Crime Library: Criminal Minds and Methods

Gary Gilmore

Destined for Death

How does someone with talent and intelligence fall into such a life? Why would Gary Mark Gilmore develop into a habitual criminal who so thoughtlessly took the lives of two young men who'd done nothing to him?

In his case, the answer seems to lie with the turbulent family in which he'd grown up; it had been full of fantasy and denial, coupled with rampant and random abuse. Years later, Gary's youngest brother, Mikal, researched their family's history for his book, Shot in the Heart, to see where things went wrong. His feeling was that Gary reminded their father of his own failings in life and therefore got the brunt of the man's anger. Gary's conduct disorders as a juvenile, coupled with his compulsive personality, took the path of least resistance —straight into the narcissistic and remorseless depths of psychopathy. He never knew when he'd get beaten, nor why, so he formed a notion of a harsh and punitive reality that made no sense. In many ways, the prison system itself was a metaphor of his father. No matter how he resisted and reacted, he'd always get beat up.

Frank Gilmore Sr. was a con man and an alcoholic. He'd married Bessie on a whim, and he'd had many wives and families before her, none of whom he cared about or supported. They had a son, Frank Jr., and then Gary came along while they were wandering aimlessly through Texas under the pseudonym of Coffman to avoid the law. Frank christened him Faye Robert Coffman, which Bessie quickly changed to Gary, but this birth certificate proved to be a sore spot years later. Gary thought he'd been illegitimate, deciding that this was the reason that his father had never loved him.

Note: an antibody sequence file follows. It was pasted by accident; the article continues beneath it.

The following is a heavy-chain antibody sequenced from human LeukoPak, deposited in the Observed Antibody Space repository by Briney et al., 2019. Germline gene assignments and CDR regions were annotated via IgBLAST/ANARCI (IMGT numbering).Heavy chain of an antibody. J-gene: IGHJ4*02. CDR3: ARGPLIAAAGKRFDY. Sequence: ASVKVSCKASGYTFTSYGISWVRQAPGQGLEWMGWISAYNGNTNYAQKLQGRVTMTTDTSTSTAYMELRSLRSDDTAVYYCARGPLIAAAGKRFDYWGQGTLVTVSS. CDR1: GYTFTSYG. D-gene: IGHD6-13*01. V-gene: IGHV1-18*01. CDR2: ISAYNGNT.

Frank had many dark secrets and Bessie was a Mormon outcast. They seemed to cling to each other to escape the realities of their pathetic lives. Frank craved independence and would disappear for long stretches of time. Bessie, for her part, did not allow the children to touch or hug her, so there was emotional deprivation from both parents. Yet Bessie did want security, so she persuaded Frank to settle in Portland, Oregon, and open a legitimate business. He actually succeeded at it and for a while they were happier.

Yet Frank drank heavily, which sent him into terrible rages. He'd whip his sons severely. The boys soon learned that no matter what they said or did, their father simply wanted to brutalize them, all the while insisting that they love him. One time, Gary was abandoned on a park bench while his father went to scam someone and he ended up in an orphanage for several days.

As he grew older, Gary reacted. He began to despise people in authority, and they in turn, treated him in a way that reminded him of his father. Both parents turned a blind eye to his problems, pretending they would just go away somehow. Neither respected the law, and they would rather get their children off than let them learn the consequences of their actions. The point at which psychological intervention might have made a difference for Gary, Frank refused to pay for it.